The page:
1807 - 1882. Henry Wadsworth Longfellow was born in Portland, Maine and was educated at Bowdoin College. Longfellow became one of the best loved American poets of all time with works such as 'The Song of Hiawatha' and 'The Courtship of Miles Standish'. He earned great fame as one of the first poets to use themes of the American landscape and native American culture as the focus of his work. At the young age of 19, Longfellow was asked by Bowdoin College to serve as their chair of Modern Languages.
For more information visit http://www.hwlongfellow.org/
1951 - present. Amy MacDonald was born in Beverly, MA in 1951. She spent summers on Mt. Desert Island as a child and moved to Maine with her family in 1988. She is the author of several childrens books including Little Beaver and the Echo, Rachel Fister's Blister, Cousin Ruth's Tooth, and The Spider Who Created the World. Board books to her credit include the Let's Explore series. Amy is a teaching artist as part of the John F. Kennedy Center for Performing Arts "Partners in Education" National Touring Program. She conducts professional development workshops for teachers and writing workshops for students. www.amymacdonald.com
Edna St.Vincent Millay
1892 - 1950. Born in Rockland, Edna St. Vincent Millay became one of this nation's most renowned poets of the 20th Century. Millay's literary career began in earnest in 1912 at the age of 20 when she entered her poem "Renascence" into a national poetry contest and won. She went on to win the Pulitzer Prize for her book the Harp - Weaver. Millay's poetry was well known for its feminist themes and images of sexual freedom.
Edwin Arlington Robinson
Born in Alna, Maine, Edwin Arlington Robinson is considered to be one of the most important poets of the first half of the twentieth century, ranking with the likes of T.S. Eliot, William Butler Yeats, Robert Frost, and William Carlos Williams. He spent his early years in Gardiner, Maine where by the age of twenty knew that "I was doomed, or elected, or sentenced for life, to the writing of poetry". Robinson came into the national spotlight when his book of poetry, Children of the Night came to the attention of President Theodore Roosevelt, who became an ardent supporter of Robinson. He was awarded three Pulitzer Prizes for poetry, Collected Poems (1922), The Man Who Died Twice (1925) Tristam (1928). In all Robinson published twenty-eight books of poetry and several plays in his lifetime.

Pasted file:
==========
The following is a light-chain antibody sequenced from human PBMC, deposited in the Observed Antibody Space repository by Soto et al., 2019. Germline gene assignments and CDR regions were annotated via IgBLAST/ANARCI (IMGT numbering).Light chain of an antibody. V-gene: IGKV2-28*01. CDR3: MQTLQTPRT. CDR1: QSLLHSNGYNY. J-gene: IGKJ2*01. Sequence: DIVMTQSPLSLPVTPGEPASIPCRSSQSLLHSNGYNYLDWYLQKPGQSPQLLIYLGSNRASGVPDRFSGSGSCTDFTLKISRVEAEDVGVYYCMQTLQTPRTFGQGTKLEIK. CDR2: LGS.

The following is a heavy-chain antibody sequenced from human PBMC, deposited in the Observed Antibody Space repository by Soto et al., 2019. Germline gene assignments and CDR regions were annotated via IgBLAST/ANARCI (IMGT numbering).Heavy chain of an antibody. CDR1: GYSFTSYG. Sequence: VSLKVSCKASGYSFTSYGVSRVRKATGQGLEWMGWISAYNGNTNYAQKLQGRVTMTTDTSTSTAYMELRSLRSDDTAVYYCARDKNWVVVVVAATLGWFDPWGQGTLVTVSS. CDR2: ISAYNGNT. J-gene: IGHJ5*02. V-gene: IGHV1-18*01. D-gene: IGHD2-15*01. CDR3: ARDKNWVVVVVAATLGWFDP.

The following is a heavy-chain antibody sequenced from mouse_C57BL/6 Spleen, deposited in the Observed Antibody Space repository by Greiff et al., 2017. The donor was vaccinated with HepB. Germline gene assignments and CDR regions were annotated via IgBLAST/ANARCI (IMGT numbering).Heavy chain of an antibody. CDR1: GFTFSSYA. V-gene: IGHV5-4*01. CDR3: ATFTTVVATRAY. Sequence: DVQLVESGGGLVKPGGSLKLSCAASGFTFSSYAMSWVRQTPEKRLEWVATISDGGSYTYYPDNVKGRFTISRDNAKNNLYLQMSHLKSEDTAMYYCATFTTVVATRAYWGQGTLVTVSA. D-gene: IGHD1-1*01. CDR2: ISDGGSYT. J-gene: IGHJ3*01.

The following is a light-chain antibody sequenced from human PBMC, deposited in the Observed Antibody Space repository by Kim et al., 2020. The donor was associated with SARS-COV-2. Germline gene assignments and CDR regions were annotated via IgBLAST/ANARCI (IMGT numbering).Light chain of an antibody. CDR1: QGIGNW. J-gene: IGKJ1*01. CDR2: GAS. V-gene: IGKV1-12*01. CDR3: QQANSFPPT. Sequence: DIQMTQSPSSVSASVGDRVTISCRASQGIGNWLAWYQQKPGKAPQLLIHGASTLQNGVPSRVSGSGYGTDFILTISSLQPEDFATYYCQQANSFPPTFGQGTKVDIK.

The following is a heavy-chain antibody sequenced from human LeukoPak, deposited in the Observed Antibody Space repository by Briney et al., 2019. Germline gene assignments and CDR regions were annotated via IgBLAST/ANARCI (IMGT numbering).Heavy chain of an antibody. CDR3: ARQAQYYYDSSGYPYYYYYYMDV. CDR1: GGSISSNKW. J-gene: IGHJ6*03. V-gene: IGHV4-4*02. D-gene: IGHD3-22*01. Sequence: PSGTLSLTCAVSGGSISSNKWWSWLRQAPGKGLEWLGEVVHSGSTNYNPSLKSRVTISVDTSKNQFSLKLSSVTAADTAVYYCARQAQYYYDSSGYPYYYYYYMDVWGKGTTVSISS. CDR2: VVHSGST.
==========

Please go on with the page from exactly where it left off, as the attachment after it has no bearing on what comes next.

For more information visit the Edwin Arlington Robinson website.
Harriet Beecher Stowe
1811 - 1896. During the time she lived in Maine, Harriet Beecher Stowe became one of the most important figures during the Civil War period by penning perhaps the most influential novel of its time. While living in Brunswick, Maine, Stowe was inspired to write Uncle Tom's Cabin, a story that was sympathetic towards the plight of slaves in the United States. Highly controversial, this novel stirred up emotions on both sides of the slavery issue and was often used as a symbol to rally the abolitionist movement.
For more information visit the Harriet Beecher Stowe Center website.
1899 - 1985. E.B. White is revered as one of the world's greatest authors of children's stories and prose. After writing such classic tales as Charlotte's Web, Stuart Little and The Trumpet of the Swan, White and his family moved from New York to a small farm in North Brooklin, Maine where he lived for 28 years.
For more information visit: Harper Collins Children's Books
1917 - 2009. One of this country's foremost modern artists, Andrew Wyeth has captured the imaginations of millions of people with his entrancing images of Maine's landscape and her people. Many of Wyeth's paintings are displayed at the Farnsworth Gallery in Rockland, Maine. For more information visit the Wyeth Center.
1946 – Present. Jamie Wyeth divides his time between Maine and Chadds Ford, PA. His works are included in many public collections, including the National Gallery of Art, National Portrait Gallery, John F. Kennedy Library, and the Museum of Modern Art.
Jamie is the son of Andrew Wyeth and grandson of Newell Convers Wyeth. The Farnsworth Museum in Rockland includes a “Wyeth Center” one of only 2 centers in the country focusing on three generations of Wyeth works. www.jamiewyeth.com